Monday morning after she still wasn't feeling good, was throwing up again, and was missing another day of school, I finally decided I couldn't put it off any longer and I needed to test her blood sugar. I pulled out the meter that hadn't been used in 2 1/2 years and of course the batteries were dead. I pulled them out and put them back in hoping to get enough juice to turn it on. Then I couldn't remember how to use it and after poking her a few times finally watched a YouTube video to show me how. Finally got it to work and it came back reading EXTREMELY HIGH over 600. I started to panic a little but still sort of in denial I thought maybe the meter wasn't working that well since it had been a long time since it had been used. I decided to test myself, came back in the normal range, tested her again with the same over 600 message. I immediately called Jake and her doctor, I called my parents to see if someone could watch my other kids because at this point I knew we would likely be admitted to the hospital. The next few hours were a bit of a blur, I picked up all of my kids from school early, dropped them off with family, went to the doctor's office, they sent us straight to the ER at the children's hospital and told us we would be admitted and plan on being there for 3 days.


By the time we got to the ER and they started running tests she was severely dehydrated and starting to have a difficult time breathing. She was in Diabetic Ketoacidosis (DKA). It was pretty scary to see her at that point because she was so pale and sickly looking, but I was grateful we were at the hospital with doctors and nurses that knew how to take care of her. They got her started on an IV right away and in less than 24 hours she was more like herself than I had seen her in quite a while.


The next 2 days were spent in the hospital being taught all about type 1 diabetes, what is happening inside of her body, about medications we would use, how to give injections, how to count carbs, how to use carb ratios and correction factors to determine doses, what to do if she is high, what to do if she is low, and so much more. It was pretty overwhelming but we tried to take in as much as we could.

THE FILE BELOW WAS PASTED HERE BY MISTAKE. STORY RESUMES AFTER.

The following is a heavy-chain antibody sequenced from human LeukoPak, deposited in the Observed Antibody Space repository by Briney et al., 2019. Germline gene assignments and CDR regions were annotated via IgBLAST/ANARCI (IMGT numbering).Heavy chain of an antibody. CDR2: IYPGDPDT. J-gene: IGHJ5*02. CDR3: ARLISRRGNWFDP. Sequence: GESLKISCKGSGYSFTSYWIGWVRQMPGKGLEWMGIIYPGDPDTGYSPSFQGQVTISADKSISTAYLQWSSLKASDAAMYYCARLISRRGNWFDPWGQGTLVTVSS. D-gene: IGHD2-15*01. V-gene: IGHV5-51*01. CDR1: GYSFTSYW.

Once Lucy was feeling better being at the hospital became a bit of an adventure, she had lots of people coming to visit her and bringing her gifts, she went to the playroom multiple times, got to order food from a special menu, and pretend to be a doctor and give her stuffed animals shots and teach them all about diabetes.


Coming home from the hospital was kind of scary. As long as we were in the hospital we were surrounded by people who knew what they were doing. Once we came home it was all me.


She has been an absolute superstar through everything. She has handled it so much better than I could have imagined. I have been amazed at her strength and resilience. I have lots of moments when I feel like I am not handling it nearly as well as she is. She deals with the shots, the finger pokes, the highs and lows, the feeling crummy, carrying a bag of supplies with her everywhere she goes, not being able to eat whenever she wants without having to get a shot first, and everything else that comes with Type 1 Diabetes so well. She is not ashamed or embarrassed by her diabetes and will talk to anyone who asks about it. She couldn't wait to go back to school after diagnosis so that she could tell all of her friends and classmates about diabetes. Watching her handle it so well has helped us handle it so much better than we would have otherwise. We are grateful for technology that has helped manage better and easier, but we will continue to hope for a cure someday.

For more information about Type 1 Diabetes or to donate towards finding a cure, check out JDRF.org.

2 comments :

  1. All of you are so brave and Lucy is a warrior of the highest caliber. You have been just an amazing Mom and such a strong person. You are truly one of my heroes. Much love ❤️ ❤️